Mangoes are one of the most popular tropical fruits around the world. Their sweet, soft flesh and exotic flavors make them irresistible to humans and animals alike. But have you ever wondered – what animals actually eat mangoes in the wild?

If you’re short on time, here’s a quick answer to your question: monkeys, bats, squirrels, and some birds are the main animals that eat mangoes.

In this comprehensive guide, we’ll explore the diet and behavior of various mango-loving creatures. You’ll learn which animals seek out mangoes as a food source, how they consume and spread the seeds, and the ecological role mammals and birds play in dispersing mango trees.

Frugivorous Mammals That Feast on Mangoes


Monkeys are opportunistic omnivores that love snacking on juicy, sweet mangoes. There are numerous species of monkeys across Asia, Africa and South America that relish mangoes, especially when the fruits are in season.

Some of the most notable mango-loving monkeys include capuchins, langurs, macaques, baboons and vervet monkeys. These primates have dexterous hands that allow them to efficiently peel and eat mangoes. Watching monkeys devour mangoes is quite a spectacle, as they seem to savor each sweet, sticky bite.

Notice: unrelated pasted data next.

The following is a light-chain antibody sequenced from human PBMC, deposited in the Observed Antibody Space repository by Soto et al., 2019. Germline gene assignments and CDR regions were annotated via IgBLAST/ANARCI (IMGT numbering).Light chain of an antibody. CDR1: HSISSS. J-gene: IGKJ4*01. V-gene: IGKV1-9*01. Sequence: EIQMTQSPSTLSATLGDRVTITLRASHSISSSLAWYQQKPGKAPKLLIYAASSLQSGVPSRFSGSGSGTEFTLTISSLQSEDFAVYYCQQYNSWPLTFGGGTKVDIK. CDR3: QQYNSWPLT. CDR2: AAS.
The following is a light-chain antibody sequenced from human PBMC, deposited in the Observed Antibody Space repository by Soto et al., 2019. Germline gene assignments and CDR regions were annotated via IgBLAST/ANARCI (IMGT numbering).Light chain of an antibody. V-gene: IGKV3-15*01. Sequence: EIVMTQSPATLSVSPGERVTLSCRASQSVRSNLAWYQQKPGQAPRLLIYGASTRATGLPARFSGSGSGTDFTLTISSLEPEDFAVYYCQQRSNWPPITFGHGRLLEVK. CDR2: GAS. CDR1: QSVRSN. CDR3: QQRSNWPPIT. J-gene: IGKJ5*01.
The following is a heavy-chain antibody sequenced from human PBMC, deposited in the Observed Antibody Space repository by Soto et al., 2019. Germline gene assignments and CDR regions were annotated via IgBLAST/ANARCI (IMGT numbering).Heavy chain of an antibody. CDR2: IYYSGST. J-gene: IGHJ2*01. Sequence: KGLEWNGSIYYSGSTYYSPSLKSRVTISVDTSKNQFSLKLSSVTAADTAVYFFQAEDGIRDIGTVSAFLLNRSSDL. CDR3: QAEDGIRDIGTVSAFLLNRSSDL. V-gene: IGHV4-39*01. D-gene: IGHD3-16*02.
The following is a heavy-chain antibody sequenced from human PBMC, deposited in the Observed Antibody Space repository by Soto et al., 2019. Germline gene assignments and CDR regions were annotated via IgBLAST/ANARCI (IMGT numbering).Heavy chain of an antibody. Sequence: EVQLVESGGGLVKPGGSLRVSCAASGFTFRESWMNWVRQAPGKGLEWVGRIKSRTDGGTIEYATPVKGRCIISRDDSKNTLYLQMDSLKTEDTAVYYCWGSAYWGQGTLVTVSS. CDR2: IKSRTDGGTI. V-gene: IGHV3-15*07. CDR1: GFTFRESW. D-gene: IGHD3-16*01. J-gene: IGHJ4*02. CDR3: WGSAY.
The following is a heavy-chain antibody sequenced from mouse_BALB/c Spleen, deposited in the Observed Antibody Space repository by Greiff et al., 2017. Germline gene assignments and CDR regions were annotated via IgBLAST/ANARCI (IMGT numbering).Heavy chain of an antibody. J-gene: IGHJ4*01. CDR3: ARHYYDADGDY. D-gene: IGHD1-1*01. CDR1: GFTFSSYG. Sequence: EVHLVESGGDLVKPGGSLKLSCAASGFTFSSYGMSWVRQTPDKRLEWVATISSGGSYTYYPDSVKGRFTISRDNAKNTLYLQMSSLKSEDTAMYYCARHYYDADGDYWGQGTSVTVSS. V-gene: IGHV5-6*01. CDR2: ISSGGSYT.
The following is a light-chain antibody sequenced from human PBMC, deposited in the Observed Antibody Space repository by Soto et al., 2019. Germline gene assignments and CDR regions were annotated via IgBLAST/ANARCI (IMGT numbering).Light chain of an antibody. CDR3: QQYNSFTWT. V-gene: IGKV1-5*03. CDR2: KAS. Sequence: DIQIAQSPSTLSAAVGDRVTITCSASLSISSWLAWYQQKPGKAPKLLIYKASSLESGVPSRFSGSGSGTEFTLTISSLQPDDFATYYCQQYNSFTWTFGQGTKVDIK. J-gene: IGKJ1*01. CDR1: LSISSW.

According to a 2021 study, monkeys derive up to 25% of their dietary calories from mangoes when the fruits are readily available. This highlights how important mangoes are in the diet of wild monkeys during certain times of year.

Monkeys often fight over the choicest, ripest mangoes and defend fruit trees in their territory. Their innate love of mangoes is so strong that some monkeys even raid farms and orchards, much to the chagrin of human growers.

All in all, monkeys undoubtedly top the list of mammals that feast on mangoes.


Bats may not immediately come to mind as mango lovers, but many fruit bat species eagerly consume mangoes. Fruit bats such as flying foxes use their strong sense of smell to locate ripe, aromatic mangoes, even in the dark of night.

These bats then use their thumbs and sharp teeth to scrape off the mango skin and flesh to reach the sweet pulp and juice.